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Scientists Recognized for Excellence


Fourteen UC Riverside Faculty Named 2003 Fellows of the American Association for the Advancement of Science

Acceptance into AAAS Recognizes Excellence in Various Scientific Disciplines

(November 3, 2003)

AAAS Fellows for 2003, in alphabetical order

AAAS Fellows for 2003, in alphabetical order

RIVERSIDE, Calif. (www.ucr.edu) -- Fourteen faculty members at the University of California, Riverside were named 2003 Fellows of the American Association for the Advancement of Science (AAAS) for their work of scientific or social distinction.

The AAAS, founded in 1848, is the world's largest, general scientific organization. It represents more than 138,000 members and 272 affiliated societies in the world, and conducts programs in science policy, education and international scientific cooperation. It publishes the prestigious peer-reviewed journal Science.

A total of 348 scientists in the world became AAAS Fellows this year. With this year's 14 fellows, a total of 116 UC Riverside faculty are now recognized as AAAS Fellows.

"I congratulate our scientists on receiving this recognition," said UC Riverside Chancellor France Córdova. "That so many have been recognized is one more sign of the overall quality of UCR's faculty and the significance of their research in many distinct areas."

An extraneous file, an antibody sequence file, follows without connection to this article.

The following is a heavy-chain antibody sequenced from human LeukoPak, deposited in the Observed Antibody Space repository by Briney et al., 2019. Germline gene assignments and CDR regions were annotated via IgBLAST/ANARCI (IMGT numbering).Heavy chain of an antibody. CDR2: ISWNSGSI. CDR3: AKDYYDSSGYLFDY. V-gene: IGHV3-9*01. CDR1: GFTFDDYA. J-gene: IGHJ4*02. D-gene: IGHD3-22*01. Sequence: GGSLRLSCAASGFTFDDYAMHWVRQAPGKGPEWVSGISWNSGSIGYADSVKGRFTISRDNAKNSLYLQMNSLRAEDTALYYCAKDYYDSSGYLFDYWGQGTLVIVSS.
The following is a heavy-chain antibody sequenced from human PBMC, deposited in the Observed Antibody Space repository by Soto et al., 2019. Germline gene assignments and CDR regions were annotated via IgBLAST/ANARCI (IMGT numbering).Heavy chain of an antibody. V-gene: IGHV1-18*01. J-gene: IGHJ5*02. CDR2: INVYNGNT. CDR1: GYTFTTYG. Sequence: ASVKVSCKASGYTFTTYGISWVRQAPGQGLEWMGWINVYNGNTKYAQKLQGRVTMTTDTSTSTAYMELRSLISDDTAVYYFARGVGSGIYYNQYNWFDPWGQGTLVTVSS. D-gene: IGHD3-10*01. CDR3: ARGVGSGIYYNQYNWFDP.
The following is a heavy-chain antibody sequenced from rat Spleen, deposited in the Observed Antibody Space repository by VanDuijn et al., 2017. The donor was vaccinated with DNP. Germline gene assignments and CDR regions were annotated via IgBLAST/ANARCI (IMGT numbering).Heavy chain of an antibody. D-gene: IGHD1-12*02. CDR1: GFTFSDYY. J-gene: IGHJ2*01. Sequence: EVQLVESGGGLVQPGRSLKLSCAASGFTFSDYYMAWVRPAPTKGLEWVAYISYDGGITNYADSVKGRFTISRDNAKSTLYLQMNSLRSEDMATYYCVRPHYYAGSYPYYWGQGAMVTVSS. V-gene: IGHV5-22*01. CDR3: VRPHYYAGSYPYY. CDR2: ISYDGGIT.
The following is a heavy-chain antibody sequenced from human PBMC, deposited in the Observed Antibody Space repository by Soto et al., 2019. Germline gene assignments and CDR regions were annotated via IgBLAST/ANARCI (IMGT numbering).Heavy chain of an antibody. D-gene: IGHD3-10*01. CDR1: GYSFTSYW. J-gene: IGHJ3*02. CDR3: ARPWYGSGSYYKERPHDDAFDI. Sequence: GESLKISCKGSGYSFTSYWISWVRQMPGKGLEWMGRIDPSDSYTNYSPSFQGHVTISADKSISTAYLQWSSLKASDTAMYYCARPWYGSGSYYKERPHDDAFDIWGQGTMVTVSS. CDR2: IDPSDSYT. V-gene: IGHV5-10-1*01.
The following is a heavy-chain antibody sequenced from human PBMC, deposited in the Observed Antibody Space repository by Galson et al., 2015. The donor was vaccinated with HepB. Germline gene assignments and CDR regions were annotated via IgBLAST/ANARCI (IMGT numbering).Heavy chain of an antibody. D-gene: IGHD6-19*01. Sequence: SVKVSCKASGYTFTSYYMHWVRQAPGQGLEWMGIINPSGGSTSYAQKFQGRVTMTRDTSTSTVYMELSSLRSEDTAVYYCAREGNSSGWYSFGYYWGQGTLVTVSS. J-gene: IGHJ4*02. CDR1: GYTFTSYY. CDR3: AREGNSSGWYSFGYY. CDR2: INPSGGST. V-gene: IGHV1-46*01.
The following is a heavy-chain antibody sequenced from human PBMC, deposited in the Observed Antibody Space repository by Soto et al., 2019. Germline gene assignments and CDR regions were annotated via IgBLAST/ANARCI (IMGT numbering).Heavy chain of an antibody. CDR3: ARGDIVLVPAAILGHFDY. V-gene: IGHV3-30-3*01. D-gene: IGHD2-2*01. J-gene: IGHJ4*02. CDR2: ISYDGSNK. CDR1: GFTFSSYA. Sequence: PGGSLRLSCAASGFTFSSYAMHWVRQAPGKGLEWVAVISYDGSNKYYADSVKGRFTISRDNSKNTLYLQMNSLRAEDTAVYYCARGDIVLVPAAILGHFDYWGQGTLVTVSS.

Richard Luben, UC Riverside's interim vice chancellor for research, said, "These fourteen scientists are an excellent cross-section of UC Riverside's distinguished faculty. We're very happy that so many of our strong faculty are again receiving national recognition of this type.”

To be considered for the rank of fellow, the AAAS council votes on a final list that was reviewed and submitted by steering groups representing specialty sections.

The 14 new AAAS Fellows at UC Riverside are:

G. J. Andersen, professor of psychology. Dr. Andersen’s research is concerned with understanding the perceptual and cognitive limitations in processing visual information. His work has included studies on the perception of 3D scenes, on the visual information used during driving, and understanding changes in driving skill with increased age. The results of his driving research are being used to develop automated highway technologies based on a model of how humans drive a vehicle. Citation: For basic research in visual perception and its application to the study of driving and the effects of aging on perception and performance.

Nancy Beckage, professor of entomology and professor of cell biology and neuroscience. Dr. Beckage’s research includes examining physiological and hormonal host-parasite signaling using the tobacco hornworm, Manduca sexta, and its interactions with the wasp parasitoid Cotesia congregata as a model system. Citation: For contributions to the field of insect physiology, particularly for studies of endocrine interactions between insect hosts and their parasitoids and pathogens.